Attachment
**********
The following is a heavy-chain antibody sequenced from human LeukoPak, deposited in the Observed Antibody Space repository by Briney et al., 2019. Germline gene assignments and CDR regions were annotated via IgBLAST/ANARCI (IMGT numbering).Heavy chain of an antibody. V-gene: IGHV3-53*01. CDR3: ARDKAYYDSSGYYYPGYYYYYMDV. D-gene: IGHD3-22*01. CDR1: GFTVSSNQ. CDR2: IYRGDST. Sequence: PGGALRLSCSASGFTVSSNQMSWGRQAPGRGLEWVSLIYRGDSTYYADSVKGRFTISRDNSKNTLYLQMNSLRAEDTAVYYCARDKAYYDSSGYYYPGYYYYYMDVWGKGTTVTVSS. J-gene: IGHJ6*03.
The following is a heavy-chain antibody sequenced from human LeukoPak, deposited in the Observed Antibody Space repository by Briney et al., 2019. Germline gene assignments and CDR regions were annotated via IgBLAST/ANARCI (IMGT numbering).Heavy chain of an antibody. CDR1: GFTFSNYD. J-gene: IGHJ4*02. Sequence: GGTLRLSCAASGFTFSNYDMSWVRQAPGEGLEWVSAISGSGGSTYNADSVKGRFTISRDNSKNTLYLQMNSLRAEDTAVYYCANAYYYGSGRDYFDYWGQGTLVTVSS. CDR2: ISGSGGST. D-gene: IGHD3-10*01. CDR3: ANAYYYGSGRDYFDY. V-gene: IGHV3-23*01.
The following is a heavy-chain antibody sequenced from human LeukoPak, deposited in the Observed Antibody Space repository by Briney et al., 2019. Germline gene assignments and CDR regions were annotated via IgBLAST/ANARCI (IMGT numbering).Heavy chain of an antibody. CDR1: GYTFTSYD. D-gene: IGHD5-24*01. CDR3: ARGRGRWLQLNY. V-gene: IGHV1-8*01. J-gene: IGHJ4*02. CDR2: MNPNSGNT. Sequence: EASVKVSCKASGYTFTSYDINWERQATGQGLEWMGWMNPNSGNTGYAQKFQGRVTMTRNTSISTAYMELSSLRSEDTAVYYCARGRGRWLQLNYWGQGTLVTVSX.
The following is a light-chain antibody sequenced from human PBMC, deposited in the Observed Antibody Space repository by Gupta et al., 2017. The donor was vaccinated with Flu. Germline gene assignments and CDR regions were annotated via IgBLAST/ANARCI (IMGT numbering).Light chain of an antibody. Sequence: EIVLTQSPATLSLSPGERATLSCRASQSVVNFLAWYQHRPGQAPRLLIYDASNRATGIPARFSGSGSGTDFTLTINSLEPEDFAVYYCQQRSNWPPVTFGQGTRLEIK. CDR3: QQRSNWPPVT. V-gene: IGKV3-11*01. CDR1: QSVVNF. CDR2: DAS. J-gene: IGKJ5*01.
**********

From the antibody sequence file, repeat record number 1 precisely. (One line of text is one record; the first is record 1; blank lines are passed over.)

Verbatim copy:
The following is a heavy-chain antibody sequenced from human LeukoPak, deposited in the Observed Antibody Space repository by Briney et al., 2019. Germline gene assignments and CDR regions were annotated via IgBLAST/ANARCI (IMGT numbering).Heavy chain of an antibody. V-gene: IGHV3-53*01. CDR3: ARDKAYYDSSGYYYPGYYYYYMDV. D-gene: IGHD3-22*01. CDR1: GFTVSSNQ. CDR2: IYRGDST. Sequence: PGGALRLSCSASGFTVSSNQMSWGRQAPGRGLEWVSLIYRGDSTYYADSVKGRFTISRDNSKNTLYLQMNSLRAEDTAVYYCARDKAYYDSSGYYYPGYYYYYMDVWGKGTTVTVSS. J-gene: IGHJ6*03.